Sunday, December 11, 2011

Parque Bustamante

One of the things I really like about my neighborhood is its close proximity to Parque Bustamante.  In fact, when I started looking for a new residence within the last month or so, one of my main caveats was that I remained close to the park.  Parque Bustamante (PB) is a large strip which in total runs about half a mile on each side, and half a city block or so across.  Here's a shot of it from Google Maps:
PB is the area in the middle, encircled by the blue lines.  The purple star is my old apartment, and the red star is where I currently live.

To describe the place for you all, I'm going to start up north, and work my way south with my pictures.  Starting with the north side of PB, this is the view looking north to Bellavista (club/bar area):
To the left of this picture is a semi-major intersection, where a lot of busses pass through.  Behind the statue is Cerro San Cristobal, which I posted pictures from back in September.

And turning around in the same place, we see the northern tip of PB:
I usually don't spend a ton of time on the northern side.  I jog by this little patio on my runs, weaving through bicycles and taxi drivers lounging around in the park a few yards from their cars.  There is a pretty interesting statue in the middle of this patio though, as shown here:
I like to think that in this statue, the rider is desperately trying to keep pigeons from landing on him.  He's not very good at it, unfortunately.

A half block south, and we come up to the little public library.  I often go here to read, or to just hang out and grab a coffee with someone.  It's a really nice place to sit and spend a couple hours.

The same building, from the side.

And behind the building, there is a little reflecting pool.  It looks nice, but often you will see dogs swimming in it, or homeless people washing out their socks.  A couple times I've seen little remote controlled sailboats and ships flying around in there. 
Continuing further south, we come to the exercise portion of the park.  This is where I end most of my workouts, in my attempts to retain whatever anaerobic muscle I've got left. 
 Sadly most of the useless machines were occupied when I walked through, and thus I didn't want to snap a photo of the chubby ladies operating them.  I'll try and include another one of them at a later date (the machines, not the ladies).
 This is the one useful machine they have, which I use to do pullups, dips, and pushups.  The handles close to the ground allow you to do deeper pushups than on a flat surface.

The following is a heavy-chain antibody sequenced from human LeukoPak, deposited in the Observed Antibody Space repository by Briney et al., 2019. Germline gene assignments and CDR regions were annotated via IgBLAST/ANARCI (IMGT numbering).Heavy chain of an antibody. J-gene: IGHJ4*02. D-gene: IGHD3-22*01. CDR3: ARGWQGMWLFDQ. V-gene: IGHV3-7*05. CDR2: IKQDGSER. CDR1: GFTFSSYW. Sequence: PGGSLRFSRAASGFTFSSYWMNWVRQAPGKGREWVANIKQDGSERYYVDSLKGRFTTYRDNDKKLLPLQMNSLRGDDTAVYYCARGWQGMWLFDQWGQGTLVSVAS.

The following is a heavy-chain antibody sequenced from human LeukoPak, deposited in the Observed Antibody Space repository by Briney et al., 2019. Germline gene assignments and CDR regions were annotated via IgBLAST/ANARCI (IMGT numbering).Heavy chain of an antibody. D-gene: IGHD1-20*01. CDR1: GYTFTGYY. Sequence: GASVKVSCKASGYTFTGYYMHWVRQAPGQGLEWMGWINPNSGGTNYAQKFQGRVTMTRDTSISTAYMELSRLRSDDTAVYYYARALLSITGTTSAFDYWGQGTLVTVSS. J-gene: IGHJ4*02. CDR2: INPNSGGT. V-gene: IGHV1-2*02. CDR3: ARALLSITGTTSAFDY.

The view of the park from the pullup bar.  Often filled with ice cream vendors and little kids throwing soccer balls at each other.

Continuing south, we come to the first of two crossroads that divide the park into 3 parts.  Across the road, the middle island is occupied by a very popular skate park.  Without fail, if you walk around the park for more than 5 minutes, you will see kids either riding towards or away from the park.  This picture I took was at about 10 AM on a Saturday, and is easily the fewest number of kids I've seen in the park.  It's normally packed, to the point where it's a miracle that so few people crash into each other.


Also, it's here that we are treated to the majestic crest of the City of Providencia.

If you look at this picture and nothing comes to mind, congratulations. 

Now we've reached the second intersection, to the far southern tip of the park.  Standing across the street, we can see an open, amphitheater type area which is often set up for little outdoor expos, or festivals.  Often though, the area is left open and I finish workouts with a couple sprints.
If you follow these cars for about 2 blocks, you'll run into my apartment buildling. Immediately next to this picture, however, is the metro station Parque Bustamante:

Here, during rush hours, there are often many little street food vendors, jewelry salesmen, and people begging for change.  It's an interesting window into how some of the people around here survive.

Parque Bustamante is a really nice place to live by.  When I first moved here,  I lived in the heart of Santiago Centro, and it was a little overwhelming.  There aren't really any decent open spaces nearby, and the whole place felt like an intimidating concrete jungle.  The park gives me a place to work out, to hang out, and observe Chileans in their natural environment. 

For those of you who appreciate the photo-heavy entries... you're welcome.

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